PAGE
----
ANYONE who is involved with a church, charity or other voluntary organisation will be familiar with the scenario described in
ANYONE who is involved with a church, charity or other voluntary organisation will be familiar with the scenario described in the following story. It’s a story about four people named Everyone, Someone, Anyone and No one.
“There was an important job to be done and Everyone was sure that Someone would do it. Anyone could have done it but No one did it. Someone got angry about that because he thought that it was Everyone’s job.
“Everyone thought that anyone could do it but No one realised that Everyone wouldn’t do it. It ended up that Everyone was angry with Someone because No one did what Anyone could have done!”
If you’re a part of any group it takes a while to discover that “Everyone, Someone, Anyone and No one” can’t work there if the group is to function well.
In a similar vein, our church was saddened to learn last year of the death of one of our most valued members, Someone Else. Someone’s passing creates a vacancy that will be difficult to fill.
Else has been with us for many years and for every one of those years, Someone did far more than a normal person’s share of the work.
Whenever there was a job to do, a person to encourage, a family to support, one name was on everyone’s list, “Let Someone Else do it”.
Whenever leadership was mentioned, this wonderful person was looked to for inspiration as well as results; “Someone Else can work with that group”. It was common knowledge that Someone Else was among the most generous givers in our church. Whenever there was a financial need, everyone just assumed Someone Else would make up the difference.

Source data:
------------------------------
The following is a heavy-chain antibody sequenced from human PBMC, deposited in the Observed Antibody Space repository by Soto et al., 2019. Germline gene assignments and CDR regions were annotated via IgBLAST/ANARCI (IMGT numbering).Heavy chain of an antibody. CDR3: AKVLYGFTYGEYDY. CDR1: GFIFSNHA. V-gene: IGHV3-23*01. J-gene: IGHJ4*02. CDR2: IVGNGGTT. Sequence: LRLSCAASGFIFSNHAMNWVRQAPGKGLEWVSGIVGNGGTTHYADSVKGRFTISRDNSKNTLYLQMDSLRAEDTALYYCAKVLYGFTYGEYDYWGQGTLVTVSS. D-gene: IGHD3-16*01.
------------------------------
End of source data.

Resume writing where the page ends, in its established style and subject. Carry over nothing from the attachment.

Someone Else was a wonderful person, sometimes appearing superhuman. Were the truth known, everybody expected too much of Someone Else. Now Someone Else is gone! We wonder what we are going to do.
Someone Else left an example to follow but who is going to follow it? Who is going to do the things Someone Else did?
For those who tire of excuses why you couldn’t go to church and step into the shoes of “Someone Else”, these are the reasons why I never wash: 1. I was forced to wash as a child; 2. People who wash are hypocrites — they think they’re cleaner than others; 3. There are so many kinds of soap I could never decide which was right; 4. I used to wash but it got boring; 5. I only wash at Christmas and Easter; 6. None of my friends wash; 7. I’ll start washing when I’m older; 8. I don’t really have the time; 9. The bathroom isn’t warm enough; 10. People who make soap are only after your money.